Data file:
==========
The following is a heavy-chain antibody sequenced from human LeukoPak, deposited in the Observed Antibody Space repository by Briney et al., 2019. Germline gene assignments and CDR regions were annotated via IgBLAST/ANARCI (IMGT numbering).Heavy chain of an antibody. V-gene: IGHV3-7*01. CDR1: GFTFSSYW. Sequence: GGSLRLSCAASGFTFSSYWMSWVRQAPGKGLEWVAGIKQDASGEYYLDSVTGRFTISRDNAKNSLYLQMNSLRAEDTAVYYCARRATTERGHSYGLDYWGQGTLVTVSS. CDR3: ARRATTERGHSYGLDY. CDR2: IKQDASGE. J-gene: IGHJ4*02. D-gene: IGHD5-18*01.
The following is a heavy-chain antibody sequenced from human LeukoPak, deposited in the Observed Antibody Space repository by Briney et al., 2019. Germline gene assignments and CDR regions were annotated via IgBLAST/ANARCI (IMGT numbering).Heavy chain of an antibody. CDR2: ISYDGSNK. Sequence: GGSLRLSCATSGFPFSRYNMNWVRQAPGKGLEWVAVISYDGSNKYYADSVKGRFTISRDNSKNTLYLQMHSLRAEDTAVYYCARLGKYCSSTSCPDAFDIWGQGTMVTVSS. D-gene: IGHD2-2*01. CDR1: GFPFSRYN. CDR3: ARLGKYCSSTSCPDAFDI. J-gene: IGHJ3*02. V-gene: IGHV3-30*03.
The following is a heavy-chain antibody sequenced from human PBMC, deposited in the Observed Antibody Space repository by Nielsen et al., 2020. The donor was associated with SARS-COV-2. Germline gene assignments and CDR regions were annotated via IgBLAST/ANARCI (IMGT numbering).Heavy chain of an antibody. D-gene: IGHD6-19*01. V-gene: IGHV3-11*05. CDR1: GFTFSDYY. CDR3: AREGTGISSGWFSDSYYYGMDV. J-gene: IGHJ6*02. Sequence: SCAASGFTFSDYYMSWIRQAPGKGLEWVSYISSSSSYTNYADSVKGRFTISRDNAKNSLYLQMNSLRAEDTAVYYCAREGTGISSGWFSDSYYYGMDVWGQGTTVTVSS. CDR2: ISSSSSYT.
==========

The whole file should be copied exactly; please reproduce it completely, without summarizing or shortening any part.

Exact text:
The following is a heavy-chain antibody sequenced from human LeukoPak, deposited in the Observed Antibody Space repository by Briney et al., 2019. Germline gene assignments and CDR regions were annotated via IgBLAST/ANARCI (IMGT numbering).Heavy chain of an antibody. V-gene: IGHV3-7*01. CDR1: GFTFSSYW. Sequence: GGSLRLSCAASGFTFSSYWMSWVRQAPGKGLEWVAGIKQDASGEYYLDSVTGRFTISRDNAKNSLYLQMNSLRAEDTAVYYCARRATTERGHSYGLDYWGQGTLVTVSS. CDR3: ARRATTERGHSYGLDY. CDR2: IKQDASGE. J-gene: IGHJ4*02. D-gene: IGHD5-18*01.
The following is a heavy-chain antibody sequenced from human LeukoPak, deposited in the Observed Antibody Space repository by Briney et al., 2019. Germline gene assignments and CDR regions were annotated via IgBLAST/ANARCI (IMGT numbering).Heavy chain of an antibody. CDR2: ISYDGSNK. Sequence: GGSLRLSCATSGFPFSRYNMNWVRQAPGKGLEWVAVISYDGSNKYYADSVKGRFTISRDNSKNTLYLQMHSLRAEDTAVYYCARLGKYCSSTSCPDAFDIWGQGTMVTVSS. D-gene: IGHD2-2*01. CDR1: GFPFSRYN. CDR3: ARLGKYCSSTSCPDAFDI. J-gene: IGHJ3*02. V-gene: IGHV3-30*03.
The following is a heavy-chain antibody sequenced from human PBMC, deposited in the Observed Antibody Space repository by Nielsen et al., 2020. The donor was associated with SARS-COV-2. Germline gene assignments and CDR regions were annotated via IgBLAST/ANARCI (IMGT numbering).Heavy chain of an antibody. D-gene: IGHD6-19*01. V-gene: IGHV3-11*05. CDR1: GFTFSDYY. CDR3: AREGTGISSGWFSDSYYYGMDV. J-gene: IGHJ6*02. Sequence: SCAASGFTFSDYYMSWIRQAPGKGLEWVSYISSSSSYTNYADSVKGRFTISRDNAKNSLYLQMNSLRAEDTAVYYCAREGTGISSGWFSDSYYYGMDVWGQGTTVTVSS. CDR2: ISSSSSYT.